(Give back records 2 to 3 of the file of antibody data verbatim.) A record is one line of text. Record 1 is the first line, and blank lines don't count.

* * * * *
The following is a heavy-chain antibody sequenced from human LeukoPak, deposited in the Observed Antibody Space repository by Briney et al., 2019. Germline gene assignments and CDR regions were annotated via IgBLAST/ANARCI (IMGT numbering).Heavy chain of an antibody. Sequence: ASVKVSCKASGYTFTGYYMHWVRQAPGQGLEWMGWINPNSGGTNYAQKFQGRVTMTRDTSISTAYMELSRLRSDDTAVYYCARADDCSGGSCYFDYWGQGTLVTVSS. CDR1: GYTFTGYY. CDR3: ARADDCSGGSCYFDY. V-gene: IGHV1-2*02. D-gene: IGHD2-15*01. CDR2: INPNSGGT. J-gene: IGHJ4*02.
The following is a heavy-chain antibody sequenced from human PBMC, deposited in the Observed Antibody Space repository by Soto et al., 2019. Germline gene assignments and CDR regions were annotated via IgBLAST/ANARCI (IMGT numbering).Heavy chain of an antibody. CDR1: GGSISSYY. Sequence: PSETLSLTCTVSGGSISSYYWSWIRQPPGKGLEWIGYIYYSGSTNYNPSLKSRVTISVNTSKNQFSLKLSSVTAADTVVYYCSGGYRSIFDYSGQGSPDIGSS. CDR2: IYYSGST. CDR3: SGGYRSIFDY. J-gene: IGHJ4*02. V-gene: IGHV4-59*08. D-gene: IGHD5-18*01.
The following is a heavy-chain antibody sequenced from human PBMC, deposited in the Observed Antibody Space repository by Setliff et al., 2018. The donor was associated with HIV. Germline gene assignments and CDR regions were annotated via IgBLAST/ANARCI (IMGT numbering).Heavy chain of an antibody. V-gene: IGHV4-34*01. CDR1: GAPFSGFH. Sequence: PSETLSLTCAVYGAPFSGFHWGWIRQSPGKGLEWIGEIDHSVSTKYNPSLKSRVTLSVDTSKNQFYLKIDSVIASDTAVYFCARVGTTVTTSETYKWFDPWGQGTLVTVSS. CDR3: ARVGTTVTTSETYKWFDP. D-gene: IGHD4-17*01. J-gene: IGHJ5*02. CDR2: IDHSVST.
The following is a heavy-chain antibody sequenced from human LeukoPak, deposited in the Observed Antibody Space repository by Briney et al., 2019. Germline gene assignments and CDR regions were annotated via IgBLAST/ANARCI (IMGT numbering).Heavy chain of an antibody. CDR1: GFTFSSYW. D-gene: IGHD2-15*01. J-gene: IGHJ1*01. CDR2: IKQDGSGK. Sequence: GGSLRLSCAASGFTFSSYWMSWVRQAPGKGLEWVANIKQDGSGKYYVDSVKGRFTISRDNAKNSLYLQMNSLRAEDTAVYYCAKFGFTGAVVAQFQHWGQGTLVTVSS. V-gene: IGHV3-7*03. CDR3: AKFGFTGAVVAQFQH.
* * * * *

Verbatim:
The following is a heavy-chain antibody sequenced from human PBMC, deposited in the Observed Antibody Space repository by Soto et al., 2019. Germline gene assignments and CDR regions were annotated via IgBLAST/ANARCI (IMGT numbering).Heavy chain of an antibody. CDR1: GGSISSYY. Sequence: PSETLSLTCTVSGGSISSYYWSWIRQPPGKGLEWIGYIYYSGSTNYNPSLKSRVTISVNTSKNQFSLKLSSVTAADTVVYYCSGGYRSIFDYSGQGSPDIGSS. CDR2: IYYSGST. CDR3: SGGYRSIFDY. J-gene: IGHJ4*02. V-gene: IGHV4-59*08. D-gene: IGHD5-18*01.
The following is a heavy-chain antibody sequenced from human PBMC, deposited in the Observed Antibody Space repository by Setliff et al., 2018. The donor was associated with HIV. Germline gene assignments and CDR regions were annotated via IgBLAST/ANARCI (IMGT numbering).Heavy chain of an antibody. V-gene: IGHV4-34*01. CDR1: GAPFSGFH. Sequence: PSETLSLTCAVYGAPFSGFHWGWIRQSPGKGLEWIGEIDHSVSTKYNPSLKSRVTLSVDTSKNQFYLKIDSVIASDTAVYFCARVGTTVTTSETYKWFDPWGQGTLVTVSS. CDR3: ARVGTTVTTSETYKWFDP. D-gene: IGHD4-17*01. J-gene: IGHJ5*02. CDR2: IDHSVST.